Wednesday 25 November 2015

Antique and Interiors Sale on 9th December 2015
starting at 10am. 

Viewing Saturday 5th December 10am-1pm, Tuesday 8th December 2pm-6pm and morning of Sale from 9am.

Boldon Auction Galleries
are delighted to present for Auction a diverse collection of prints, paintings and photographs previously included in the Bede Gallery, Jarrow collection.

A well-kept secret in Jarrow, the Bede Gallery ran for over 28 years, closing its doors in 1996 for the final time.  A former Air Raid shelter, the Bede Gallery ran by the enigmatic Vince Rea was a hive of artistic activity including exhibitions and art work from the likes of Picasso, Hundertwasser, Henri Matisse, Sir Sidney Nolan, Hockney, Degas and Don McKinley to name but a few.

Vince Rea built up relationships with artists over a long period of time and they in turn trusted him for his understanding of their art and where possible his willingness to accommodate their needs.

“Bede Shows were sometime audacious.  Occasionally they took your breath away”, David Whetstone writing in the Journal, November 1996.

Vince commented before The Last Art show in 1996 “There have never been two artists alike in nearly 30 years but I have enjoyed working with them all.  They were all one-offs”.

Vince and Willa Rea not only mounted exhibitions of Contemporary Art at The Bede Gallery, they also devoted a lot of painstaking research into projects based on Jarrow’s history; collecting photographs and printed ephemera culminating in the publication of ‘Jarrow 1860-1960 From Old Photographs’ by Vince Rea.

A Maquette of ‘The Spirit of Jarrow ’, 2001, by Graham Ibbeson (1951- ) along with a working sketch is one of the many lots to be sold.  The finished piece is a bronze sculpture erected in Jarrow’s town centre to commemorate the 1936 March.  200 local men marched the 300 miles to London in March 1936 to highlight to Parliament and people in the South their plight.  At this time unemployment was at 70%, the ship yards and engineering works were closing and they were living in “a filthy, dirty, falling down, consumptive area”.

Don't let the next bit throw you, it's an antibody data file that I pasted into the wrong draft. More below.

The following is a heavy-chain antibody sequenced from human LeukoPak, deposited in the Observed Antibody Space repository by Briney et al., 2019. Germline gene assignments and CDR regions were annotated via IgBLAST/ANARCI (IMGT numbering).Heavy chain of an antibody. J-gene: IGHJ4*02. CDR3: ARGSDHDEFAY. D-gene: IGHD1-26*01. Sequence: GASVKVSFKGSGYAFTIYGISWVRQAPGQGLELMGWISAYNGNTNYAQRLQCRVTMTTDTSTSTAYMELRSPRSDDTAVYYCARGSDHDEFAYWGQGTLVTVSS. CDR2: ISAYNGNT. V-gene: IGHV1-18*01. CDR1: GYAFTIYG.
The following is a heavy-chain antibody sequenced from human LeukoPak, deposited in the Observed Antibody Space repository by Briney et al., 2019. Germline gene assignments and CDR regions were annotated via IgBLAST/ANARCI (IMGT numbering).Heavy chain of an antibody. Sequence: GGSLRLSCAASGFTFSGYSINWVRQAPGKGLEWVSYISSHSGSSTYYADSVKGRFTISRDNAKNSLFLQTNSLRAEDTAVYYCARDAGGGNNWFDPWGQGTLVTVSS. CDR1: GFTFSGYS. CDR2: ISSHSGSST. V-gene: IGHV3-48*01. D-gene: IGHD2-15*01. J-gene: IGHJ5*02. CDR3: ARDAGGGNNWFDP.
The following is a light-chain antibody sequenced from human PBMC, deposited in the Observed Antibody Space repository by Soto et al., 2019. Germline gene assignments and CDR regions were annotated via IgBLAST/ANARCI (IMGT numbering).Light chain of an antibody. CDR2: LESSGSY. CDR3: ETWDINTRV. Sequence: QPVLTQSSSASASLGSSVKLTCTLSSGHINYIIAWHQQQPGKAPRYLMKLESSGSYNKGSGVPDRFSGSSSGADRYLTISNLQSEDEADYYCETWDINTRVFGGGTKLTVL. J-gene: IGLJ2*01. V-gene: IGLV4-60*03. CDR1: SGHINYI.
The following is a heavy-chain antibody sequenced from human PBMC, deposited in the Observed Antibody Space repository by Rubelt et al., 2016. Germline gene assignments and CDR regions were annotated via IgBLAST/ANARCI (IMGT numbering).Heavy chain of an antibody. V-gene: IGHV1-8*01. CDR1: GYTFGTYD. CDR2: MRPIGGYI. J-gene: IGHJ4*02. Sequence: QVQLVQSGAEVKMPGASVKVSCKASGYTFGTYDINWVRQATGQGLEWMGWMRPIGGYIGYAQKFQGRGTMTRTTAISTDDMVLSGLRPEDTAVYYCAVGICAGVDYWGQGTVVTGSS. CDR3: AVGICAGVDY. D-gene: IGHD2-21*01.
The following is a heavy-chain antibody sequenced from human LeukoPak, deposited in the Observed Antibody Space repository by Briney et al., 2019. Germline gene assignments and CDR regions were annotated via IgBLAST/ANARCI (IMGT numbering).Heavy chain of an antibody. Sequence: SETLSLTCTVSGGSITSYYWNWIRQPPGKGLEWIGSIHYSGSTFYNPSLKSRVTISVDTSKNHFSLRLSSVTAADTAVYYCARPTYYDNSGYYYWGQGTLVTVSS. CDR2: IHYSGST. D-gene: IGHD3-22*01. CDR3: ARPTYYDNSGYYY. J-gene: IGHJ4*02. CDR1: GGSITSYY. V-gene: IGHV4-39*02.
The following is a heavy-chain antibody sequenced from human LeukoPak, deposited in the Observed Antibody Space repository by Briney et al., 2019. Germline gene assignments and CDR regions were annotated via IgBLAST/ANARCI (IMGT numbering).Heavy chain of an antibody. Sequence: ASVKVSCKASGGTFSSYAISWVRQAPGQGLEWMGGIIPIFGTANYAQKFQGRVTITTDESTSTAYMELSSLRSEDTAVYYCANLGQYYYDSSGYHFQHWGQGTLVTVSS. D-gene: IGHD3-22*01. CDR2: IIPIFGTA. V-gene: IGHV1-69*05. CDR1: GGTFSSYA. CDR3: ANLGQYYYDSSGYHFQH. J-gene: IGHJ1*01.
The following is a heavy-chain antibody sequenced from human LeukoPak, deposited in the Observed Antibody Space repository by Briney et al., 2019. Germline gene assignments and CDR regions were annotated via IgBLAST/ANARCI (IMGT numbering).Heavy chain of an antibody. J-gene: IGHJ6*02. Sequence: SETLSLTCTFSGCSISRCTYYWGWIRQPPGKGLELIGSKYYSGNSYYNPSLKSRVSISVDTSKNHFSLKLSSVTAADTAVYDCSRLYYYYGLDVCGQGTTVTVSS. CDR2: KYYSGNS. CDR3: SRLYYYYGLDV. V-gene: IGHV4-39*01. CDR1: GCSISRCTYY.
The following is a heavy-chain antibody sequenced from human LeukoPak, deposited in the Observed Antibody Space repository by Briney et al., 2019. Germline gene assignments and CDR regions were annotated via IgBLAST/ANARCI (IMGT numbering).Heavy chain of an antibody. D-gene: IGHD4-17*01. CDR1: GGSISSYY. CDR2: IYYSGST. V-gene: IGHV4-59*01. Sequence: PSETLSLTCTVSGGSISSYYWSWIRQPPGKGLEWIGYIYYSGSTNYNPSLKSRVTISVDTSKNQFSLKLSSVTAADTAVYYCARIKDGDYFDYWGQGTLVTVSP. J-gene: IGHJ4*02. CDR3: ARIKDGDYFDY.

Despite considerable public sympathy the crusade made little impact even with the support of a fiery local Jarrow MP, Ellen Wilkinson who led the crusade for work.  We are selling a portrait of Ellen Wilkinson which was included in “Jarrow Impressions of a Town” at the Bede Gallery, as was the unfired model of ‘The Spirit of Jarrow’.

Graham Ibbeson has worked as a professional sculptor since 1978 and carried out many public commissions in this time.  As well as ‘The Spirit of Jarrow’, Laurel and Hardy (Ulveston, Cumbria, 2004) and Eric Morecambe (Lancashire, 1999).

On a macabre note but nonetheless an important item of local history to come under the hammer is a life size model of the last man to be hanged and gibbeted in England.

Miner William Jobling, 30, was executed over 180 years ago and his body was tarred and encased in a metal cage, which was displayed on a gibbet at Jarrow Slake in South Tyneside for six weeks.  William Jobling was convicted at Durham Assizes of killing 71-year-old local magistrate Nicholas Fairles at the height of the 1832 miners’ strike in the Durham and Northumberland coalfields.
William Jobling was with Ralph Armstrong, who a dying Fairles identified as his killer. Ralph Armstrong escaped and was never found.

Vince Rea staged an exhibition on the Jobling case in 1972, which featured a reconstruction of the miner’s gibbeted body.
After the execution, Jobling was taken from the scaffold, his clothes were removed and his body covered in pitch. He was then riveted into an iron cage, made of flat iron bars two and a half inches wide. In a wagon, drawn by two horses, his body was taken to Jarrow Slake escorted by a troop of Hussars and two companies of infantry. The gibbet was erected near the spot where the murder was committed.

William Jobling’s body then mysteriously disappeared, one theory being that fellow pitmen took it down, held a burial service, and lowered the remains into a nearby disused pit shaft. “William Jobling was the victim of tragic circumstances at a time when efforts were being made to stamp out the unions,” said Vince.

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